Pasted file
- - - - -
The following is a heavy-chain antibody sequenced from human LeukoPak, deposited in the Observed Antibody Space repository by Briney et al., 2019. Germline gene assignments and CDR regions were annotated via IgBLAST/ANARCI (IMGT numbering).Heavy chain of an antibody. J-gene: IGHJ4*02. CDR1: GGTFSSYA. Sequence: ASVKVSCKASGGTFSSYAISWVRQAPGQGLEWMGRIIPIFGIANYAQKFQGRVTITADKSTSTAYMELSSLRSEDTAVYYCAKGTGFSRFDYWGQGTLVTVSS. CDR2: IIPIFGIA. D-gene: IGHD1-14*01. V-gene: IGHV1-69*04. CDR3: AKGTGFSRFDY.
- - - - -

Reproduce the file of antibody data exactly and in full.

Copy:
The following is a heavy-chain antibody sequenced from human LeukoPak, deposited in the Observed Antibody Space repository by Briney et al., 2019. Germline gene assignments and CDR regions were annotated via IgBLAST/ANARCI (IMGT numbering).Heavy chain of an antibody. J-gene: IGHJ4*02. CDR1: GGTFSSYA. Sequence: ASVKVSCKASGGTFSSYAISWVRQAPGQGLEWMGRIIPIFGIANYAQKFQGRVTITADKSTSTAYMELSSLRSEDTAVYYCAKGTGFSRFDYWGQGTLVTVSS. CDR2: IIPIFGIA. D-gene: IGHD1-14*01. V-gene: IGHV1-69*04. CDR3: AKGTGFSRFDY.